Wednesday, December 19, 2007


Accumulation of experience

I forgot to mention yesterday, in my list of accomplishments, how much better my Scrabble game has gotten in the past ten years. All comers, look out.

Rereading yesterday's post, I realize I may come across as sanctimonious, pious. Not my intention, that intimation. I get overwhelmed with my good fortune sometimes (and then feel ridiculously grateful as in, you know, I'd like to thank the Academy...). So I mention that despite all those good things, yes, the reports are true, I do still remain far from sainthood - because I also often feel unsatisfied, ambitious, melancholy, confused, sarcastic, overwhelmed, worn down. It's just that when the other bits are in place, the fine things, I can ride out the hard times with more of my usual lightheartedness intact. I navigate another life passage and find myself thinking, So this is what it's like to get older - this strange accumulation of experiences and emotions that only seem to lengthen and deepen. The best news: I feel so much younger now than I did when I was twenty. Back then I was a million years old, so unhappy and jaded and striving, so uncomfortable. That time taught me to beware of taking myself too seriously. Remember Ogden Nash: "You're only young once, but you can stay immature indefinitely." You can, but you don't have to!

On the book front, I'm browsing this morning in Novels and Novelists: A Guide to the World of Fiction (St. Martin's Press 1980), edited by Martin Seymour-Smith. It's one of those books I was going to put into stock the last time I thinned out my reference books, and I made the fatal error of starting to read it. Lost! The photographs alone make it worth keeping. Those, and the section at the very end of the book called "The Novel and The Book Trade." Also, the large section of entries on individual authors is very entertaining. For example, the entry about Ian McEwan (p.179) begins this way:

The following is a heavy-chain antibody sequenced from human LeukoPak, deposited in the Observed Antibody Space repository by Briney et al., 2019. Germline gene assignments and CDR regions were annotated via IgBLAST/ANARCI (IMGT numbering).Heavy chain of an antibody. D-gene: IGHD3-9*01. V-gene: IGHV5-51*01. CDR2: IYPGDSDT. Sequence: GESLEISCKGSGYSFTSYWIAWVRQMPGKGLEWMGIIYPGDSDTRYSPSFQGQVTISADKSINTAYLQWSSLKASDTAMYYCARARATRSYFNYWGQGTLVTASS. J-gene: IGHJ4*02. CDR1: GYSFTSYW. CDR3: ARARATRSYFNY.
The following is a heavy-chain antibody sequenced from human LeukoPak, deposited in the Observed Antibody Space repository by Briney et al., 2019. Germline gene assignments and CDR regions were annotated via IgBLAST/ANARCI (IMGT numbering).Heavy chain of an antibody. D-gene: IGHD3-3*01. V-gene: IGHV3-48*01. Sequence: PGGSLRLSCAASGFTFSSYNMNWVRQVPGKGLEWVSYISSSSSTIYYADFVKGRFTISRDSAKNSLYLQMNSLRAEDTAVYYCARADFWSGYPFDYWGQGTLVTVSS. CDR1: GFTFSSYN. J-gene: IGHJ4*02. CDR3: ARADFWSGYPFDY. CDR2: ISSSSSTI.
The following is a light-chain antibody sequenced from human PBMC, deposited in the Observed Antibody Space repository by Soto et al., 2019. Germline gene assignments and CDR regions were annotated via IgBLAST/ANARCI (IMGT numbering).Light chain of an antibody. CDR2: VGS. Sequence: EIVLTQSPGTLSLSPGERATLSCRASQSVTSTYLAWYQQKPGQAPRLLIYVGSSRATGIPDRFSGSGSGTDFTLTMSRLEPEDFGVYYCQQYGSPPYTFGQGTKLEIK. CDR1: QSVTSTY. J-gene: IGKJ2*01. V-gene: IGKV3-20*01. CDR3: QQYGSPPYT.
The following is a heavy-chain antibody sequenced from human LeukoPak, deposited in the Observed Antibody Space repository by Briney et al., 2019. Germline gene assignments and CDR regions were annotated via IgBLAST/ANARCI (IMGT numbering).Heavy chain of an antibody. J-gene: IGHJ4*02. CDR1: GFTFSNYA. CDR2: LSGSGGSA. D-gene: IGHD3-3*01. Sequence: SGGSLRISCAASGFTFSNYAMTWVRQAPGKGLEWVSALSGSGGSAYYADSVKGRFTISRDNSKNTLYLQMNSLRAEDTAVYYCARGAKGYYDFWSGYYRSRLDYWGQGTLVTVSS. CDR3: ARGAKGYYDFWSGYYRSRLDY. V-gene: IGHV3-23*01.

"British short story writer and novelist, much acclaimed by critics, whose enthusiasm is tempered only by their bewilderment about his intentions."

Heh. There's more great stuff early on in the book, in the section "The Novelist at Work." Each entry describes an author's writing routine, output, place of work, methods, and sources, with photographs of the authors in their workspaces or book rooms, with typewriters and tablets of paper and pens and pencils on tables and desks. Oh yeah, definitely keeping this book for a while longer. Signing off for now. Shop's getting busy.

Sarah, you sound like a woman full of joy and contentment, not piety. Your voice is just what we all need in this day and age! Carry on!
Thank goodness... Still working on the contentment part of things, though. Restlessness and striving seem to remain a big part of my modus operandi. Om.
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